As the world focuses on the COVID-19 pandemic, there is another scourge which is plaguing the South African community. A scourge which sees the violent deaths of innocent lives.
This scourge is that of farm attacks. A crime which sees scores of South Africans murdered on a regular basis.
In February of this year, the AfriForum Research Institute released an analysis report of recorded farm attacks and farm murders which took place during 2019.
According to the report, farm attacks have been increasing from 2011 onwards. For the 2019 calendar year, the report states that 552 farm attacks were reported and confirmed.
“When comparing 2018 with 2019, 27% more farm attacks were recorded by AfriForum. Fifty-seven farm murders occurred during 2019, which is three more than in 2018,” the report reads.
Furthermore, the report claims that 905 victims were attacked in the 552 farm attacks that were analysed.
In 57% of incidents, only one victim was attacked, whereas two victims were attacked in 30% of incidents. Research further indicates that the more people present at the intended target, the less likely it is for an attack to occur.
In 66% of the incidents, the victims were the owners and the owners’ families. The number of workers attacked (26% of incidents) seems to have increased from past years.
The average age of victims is 55 years. The majority of victims (42%) are aged between 60 and 79 years. A significant 28% of victims are aged between 40 and 59 years.
Looking at the attackers, the AfriForum Research Institute noted that 1 575 perpetrators were reported as the total number of attackers who committed these crimes.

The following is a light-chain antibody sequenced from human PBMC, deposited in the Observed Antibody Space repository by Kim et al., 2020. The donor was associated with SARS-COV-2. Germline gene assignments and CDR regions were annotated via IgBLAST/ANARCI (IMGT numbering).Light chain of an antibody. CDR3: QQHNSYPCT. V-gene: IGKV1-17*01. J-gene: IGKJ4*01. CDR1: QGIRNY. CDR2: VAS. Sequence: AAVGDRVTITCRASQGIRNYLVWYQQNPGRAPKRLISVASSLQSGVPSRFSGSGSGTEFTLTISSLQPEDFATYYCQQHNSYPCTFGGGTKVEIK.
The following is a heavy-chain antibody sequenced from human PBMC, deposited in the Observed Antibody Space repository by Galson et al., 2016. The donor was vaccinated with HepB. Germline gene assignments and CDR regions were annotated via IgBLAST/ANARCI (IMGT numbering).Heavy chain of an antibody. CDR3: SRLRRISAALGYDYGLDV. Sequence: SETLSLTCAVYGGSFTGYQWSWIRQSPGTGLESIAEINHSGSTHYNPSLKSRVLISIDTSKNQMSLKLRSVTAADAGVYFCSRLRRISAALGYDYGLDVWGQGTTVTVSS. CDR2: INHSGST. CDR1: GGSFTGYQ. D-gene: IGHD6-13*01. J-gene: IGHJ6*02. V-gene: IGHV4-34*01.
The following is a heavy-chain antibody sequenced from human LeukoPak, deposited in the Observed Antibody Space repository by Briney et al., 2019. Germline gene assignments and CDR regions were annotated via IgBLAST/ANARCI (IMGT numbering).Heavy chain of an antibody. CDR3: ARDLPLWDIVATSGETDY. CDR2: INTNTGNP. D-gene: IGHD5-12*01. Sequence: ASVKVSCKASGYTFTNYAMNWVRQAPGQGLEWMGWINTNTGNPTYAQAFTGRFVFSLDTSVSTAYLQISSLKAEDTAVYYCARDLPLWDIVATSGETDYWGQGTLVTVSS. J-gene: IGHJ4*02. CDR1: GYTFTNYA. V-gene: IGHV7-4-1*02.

The average number of attackers per incident is three.
“It should be noted, however, that this number may be higher due to uncertainty from victims whether there were more attackers involved and/or present than they were actually aware of or whom they saw themselves,” the report states.
This is because it is apparently not uncommon for farm attackers to have lookouts stationed around the properties. Nor is it uncommon for them to have a getaway vehicle positioned out of sight of where the attack occurred.
The report further states that during the attacks, victims were overpowered, ambushed and surprised inside their place of residence in many of the cases.
The AfriForum Research Institute found that attackers gained entry by breaking open security doors, burglar bars, doors or windows, or through doors or windows that were left open.
Specific crimes committed were only reported in 239 (i.e. 43%) of incidents recorded. It can be assumed, however, that in the case of a serious crime it would have been recorded.
In the report, the AfriForum Research Institute notes that the percentage of cases (26%) where the attackers attempted to murder one or all of the victims is extremely worrying.
“This shows that the perpetrators intended to murder the victims, although the victims survived. The number of farm murders would have been higher if the attackers were successful in carrying out their intentions. In 9% of the incidents reported, one or more victims were murdered.”